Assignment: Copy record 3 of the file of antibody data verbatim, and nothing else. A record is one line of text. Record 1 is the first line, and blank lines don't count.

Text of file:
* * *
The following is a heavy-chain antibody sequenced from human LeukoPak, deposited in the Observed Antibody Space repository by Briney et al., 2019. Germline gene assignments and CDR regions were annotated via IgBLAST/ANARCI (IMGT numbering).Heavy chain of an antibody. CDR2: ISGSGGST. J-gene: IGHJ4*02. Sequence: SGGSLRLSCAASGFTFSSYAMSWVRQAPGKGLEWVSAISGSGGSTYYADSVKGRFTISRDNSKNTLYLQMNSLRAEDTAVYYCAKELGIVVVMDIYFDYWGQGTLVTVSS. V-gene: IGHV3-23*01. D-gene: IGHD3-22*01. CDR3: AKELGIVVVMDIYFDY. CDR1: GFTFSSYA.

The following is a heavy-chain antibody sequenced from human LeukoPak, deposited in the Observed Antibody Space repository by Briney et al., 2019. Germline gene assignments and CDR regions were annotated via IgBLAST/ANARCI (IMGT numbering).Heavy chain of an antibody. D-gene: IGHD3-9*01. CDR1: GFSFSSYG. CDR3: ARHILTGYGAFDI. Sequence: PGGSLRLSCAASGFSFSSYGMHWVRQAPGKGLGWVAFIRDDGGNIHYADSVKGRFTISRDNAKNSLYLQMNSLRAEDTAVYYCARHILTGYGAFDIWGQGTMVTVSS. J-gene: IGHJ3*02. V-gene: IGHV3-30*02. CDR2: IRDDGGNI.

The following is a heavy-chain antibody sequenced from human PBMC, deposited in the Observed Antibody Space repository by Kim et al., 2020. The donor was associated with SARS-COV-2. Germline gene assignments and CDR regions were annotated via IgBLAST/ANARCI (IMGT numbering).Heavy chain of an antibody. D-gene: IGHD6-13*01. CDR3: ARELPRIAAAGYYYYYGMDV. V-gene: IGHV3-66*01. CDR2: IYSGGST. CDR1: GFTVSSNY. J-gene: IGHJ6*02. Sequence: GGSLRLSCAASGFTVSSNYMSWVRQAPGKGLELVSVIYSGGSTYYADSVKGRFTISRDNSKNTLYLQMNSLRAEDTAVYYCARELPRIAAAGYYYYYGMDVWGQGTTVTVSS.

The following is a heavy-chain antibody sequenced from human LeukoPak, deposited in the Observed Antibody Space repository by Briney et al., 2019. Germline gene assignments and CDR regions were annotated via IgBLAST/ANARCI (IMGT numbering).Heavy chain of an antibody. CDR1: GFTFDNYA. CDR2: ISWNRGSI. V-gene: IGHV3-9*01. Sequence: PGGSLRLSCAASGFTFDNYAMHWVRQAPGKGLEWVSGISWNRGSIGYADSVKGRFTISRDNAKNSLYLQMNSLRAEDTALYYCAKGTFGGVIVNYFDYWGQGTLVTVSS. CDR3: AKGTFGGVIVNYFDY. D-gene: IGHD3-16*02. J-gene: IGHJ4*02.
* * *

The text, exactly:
The following is a heavy-chain antibody sequenced from human PBMC, deposited in the Observed Antibody Space repository by Kim et al., 2020. The donor was associated with SARS-COV-2. Germline gene assignments and CDR regions were annotated via IgBLAST/ANARCI (IMGT numbering).Heavy chain of an antibody. D-gene: IGHD6-13*01. CDR3: ARELPRIAAAGYYYYYGMDV. V-gene: IGHV3-66*01. CDR2: IYSGGST. CDR1: GFTVSSNY. J-gene: IGHJ6*02. Sequence: GGSLRLSCAASGFTVSSNYMSWVRQAPGKGLELVSVIYSGGSTYYADSVKGRFTISRDNSKNTLYLQMNSLRAEDTAVYYCARELPRIAAAGYYYYYGMDVWGQGTTVTVSS.